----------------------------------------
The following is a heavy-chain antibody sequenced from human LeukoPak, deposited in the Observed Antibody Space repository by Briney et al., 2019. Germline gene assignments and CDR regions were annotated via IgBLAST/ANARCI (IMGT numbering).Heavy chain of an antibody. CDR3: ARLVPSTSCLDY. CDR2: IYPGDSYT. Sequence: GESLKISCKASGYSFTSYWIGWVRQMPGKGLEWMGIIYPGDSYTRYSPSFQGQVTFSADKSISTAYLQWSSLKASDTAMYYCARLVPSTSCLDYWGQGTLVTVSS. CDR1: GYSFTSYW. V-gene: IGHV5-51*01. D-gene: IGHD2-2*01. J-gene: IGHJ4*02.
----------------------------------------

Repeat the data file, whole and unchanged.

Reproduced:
The following is a heavy-chain antibody sequenced from human LeukoPak, deposited in the Observed Antibody Space repository by Briney et al., 2019. Germline gene assignments and CDR regions were annotated via IgBLAST/ANARCI (IMGT numbering).Heavy chain of an antibody. CDR3: ARLVPSTSCLDY. CDR2: IYPGDSYT. Sequence: GESLKISCKASGYSFTSYWIGWVRQMPGKGLEWMGIIYPGDSYTRYSPSFQGQVTFSADKSISTAYLQWSSLKASDTAMYYCARLVPSTSCLDYWGQGTLVTVSS. CDR1: GYSFTSYW. V-gene: IGHV5-51*01. D-gene: IGHD2-2*01. J-gene: IGHJ4*02.